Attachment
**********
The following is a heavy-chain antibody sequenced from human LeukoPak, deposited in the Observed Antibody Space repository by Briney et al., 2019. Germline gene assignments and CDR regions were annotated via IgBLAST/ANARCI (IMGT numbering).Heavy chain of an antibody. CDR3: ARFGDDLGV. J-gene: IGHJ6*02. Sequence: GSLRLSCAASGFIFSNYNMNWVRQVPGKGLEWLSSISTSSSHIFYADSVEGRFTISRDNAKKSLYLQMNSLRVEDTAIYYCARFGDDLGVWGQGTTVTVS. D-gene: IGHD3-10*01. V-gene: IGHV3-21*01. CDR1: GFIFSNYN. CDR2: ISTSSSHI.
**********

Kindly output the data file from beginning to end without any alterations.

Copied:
The following is a heavy-chain antibody sequenced from human LeukoPak, deposited in the Observed Antibody Space repository by Briney et al., 2019. Germline gene assignments and CDR regions were annotated via IgBLAST/ANARCI (IMGT numbering).Heavy chain of an antibody. CDR3: ARFGDDLGV. J-gene: IGHJ6*02. Sequence: GSLRLSCAASGFIFSNYNMNWVRQVPGKGLEWLSSISTSSSHIFYADSVEGRFTISRDNAKKSLYLQMNSLRVEDTAIYYCARFGDDLGVWGQGTTVTVS. D-gene: IGHD3-10*01. V-gene: IGHV3-21*01. CDR1: GFIFSNYN. CDR2: ISTSSSHI.